Utilities processor 100 also allows local users access into server 2. Local user 106 may access the utilities processor 100 via, for example but not limited to, an RS232 connection 58 located on the utilities processor 100. Furthermore, a remote user 104 can access server 2 through utilities processor 100 via connection 61 to modem 109. Modem 109 connects to utilities processor 100 via connection 59. Remote user 104 is distinguished from LAN user one 51 and LAN user two 52 because remote user 104 gains access to utilities processor 100 via modem 109 (a direct dial-in connection) and not via a LAN.

FIG. 3 is a schematic view illustrating the connection of a plurality of users to the various data sources available in server 2 in accordance with an aspect of the invention. The heavy horizontal lines in FIG. 3 each represent a data source within server 2 and available to be accessed by a user. For example, data source 71, which represents a virtual front panel display (VFPD) of server 2 can be accessed by users that connect to the data source via a front-end processor, the operation of which will be described in further detail below. Similarly, data source 72 represents the data available at partition 1 console (16 of FIGS. 1 and 2), and data source 74 includes the data available on partition 2 console (26 of FIGS. 1 and 2). Data source 76 represents the partition and console data available from partition N (37 of FIG. 1).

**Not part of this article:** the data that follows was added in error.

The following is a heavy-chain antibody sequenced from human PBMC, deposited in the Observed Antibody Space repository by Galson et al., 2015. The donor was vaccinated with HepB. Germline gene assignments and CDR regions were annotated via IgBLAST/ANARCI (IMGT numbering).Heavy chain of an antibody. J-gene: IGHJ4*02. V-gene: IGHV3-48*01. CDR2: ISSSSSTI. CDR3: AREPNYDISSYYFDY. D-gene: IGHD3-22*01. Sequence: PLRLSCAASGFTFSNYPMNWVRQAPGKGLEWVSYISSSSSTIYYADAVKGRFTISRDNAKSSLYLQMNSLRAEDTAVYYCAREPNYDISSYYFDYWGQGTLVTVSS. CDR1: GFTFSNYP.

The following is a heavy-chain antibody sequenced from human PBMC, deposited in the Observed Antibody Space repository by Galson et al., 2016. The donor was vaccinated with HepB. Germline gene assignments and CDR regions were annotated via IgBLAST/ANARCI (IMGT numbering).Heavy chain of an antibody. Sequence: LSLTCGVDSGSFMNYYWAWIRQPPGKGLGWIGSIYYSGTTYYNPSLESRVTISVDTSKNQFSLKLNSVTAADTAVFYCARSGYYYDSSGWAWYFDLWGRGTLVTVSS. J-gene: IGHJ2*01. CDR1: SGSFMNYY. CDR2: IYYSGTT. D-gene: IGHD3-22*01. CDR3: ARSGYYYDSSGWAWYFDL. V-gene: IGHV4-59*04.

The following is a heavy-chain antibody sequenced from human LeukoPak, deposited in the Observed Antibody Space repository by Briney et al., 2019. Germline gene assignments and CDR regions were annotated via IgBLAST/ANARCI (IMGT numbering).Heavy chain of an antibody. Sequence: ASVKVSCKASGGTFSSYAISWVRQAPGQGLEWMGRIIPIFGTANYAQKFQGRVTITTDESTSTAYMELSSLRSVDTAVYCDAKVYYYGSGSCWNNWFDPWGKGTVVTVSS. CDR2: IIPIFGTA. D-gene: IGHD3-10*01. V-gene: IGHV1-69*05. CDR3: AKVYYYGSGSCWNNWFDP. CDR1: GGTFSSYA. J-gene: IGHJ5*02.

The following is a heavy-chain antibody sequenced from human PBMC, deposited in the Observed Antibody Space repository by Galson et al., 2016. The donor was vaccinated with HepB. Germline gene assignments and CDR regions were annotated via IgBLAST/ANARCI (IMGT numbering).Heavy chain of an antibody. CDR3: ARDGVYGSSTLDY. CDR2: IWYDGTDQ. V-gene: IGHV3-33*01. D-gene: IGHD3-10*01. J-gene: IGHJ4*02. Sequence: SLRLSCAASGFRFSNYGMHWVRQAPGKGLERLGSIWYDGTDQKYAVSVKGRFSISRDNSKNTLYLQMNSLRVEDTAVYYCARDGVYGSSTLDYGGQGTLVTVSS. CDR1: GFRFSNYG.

In accordance with another aspect of the invention, data source 77 represents remote tracking data and data source 78 represents local tracking data. Remote tracking data source 77 connects to mirror 95 via connection 86 and local tracking data source 78 connects to mirror 88 via connection 87. When connecting to the various data sources shown in FIG. 3, a user will either connect directly to the server 2 via either a local connection or a remote connection, or may connect to the server 2 via a LAN (LAN 50 as described in FIG. 2). Regardless of the manner in which a user connects to server 2, the user will connect through a processor commonly referred to as a “front-end processor” located within utilities processor 100. For example, if a local user located at server 2, such as local user 106, wishes to connect to a data source within the server 2, the local user 106 will connect to local front-end processor 89. Although shown as connecting through local mirror 88, a local user may also connect directly to local front-end processor 89. Similarly, if a remote user wishes to connect to a data source within server 2, the remote user 104 would connect through remote front-end processor 91. The modem 109 of FIG. 2 is omitted from FIG. 3 for clarity. It should be noted that local front-end processor 89 and remote front-end processor 91 are distinguishable from the front-end processors (to be described below), to which LAN users will connect.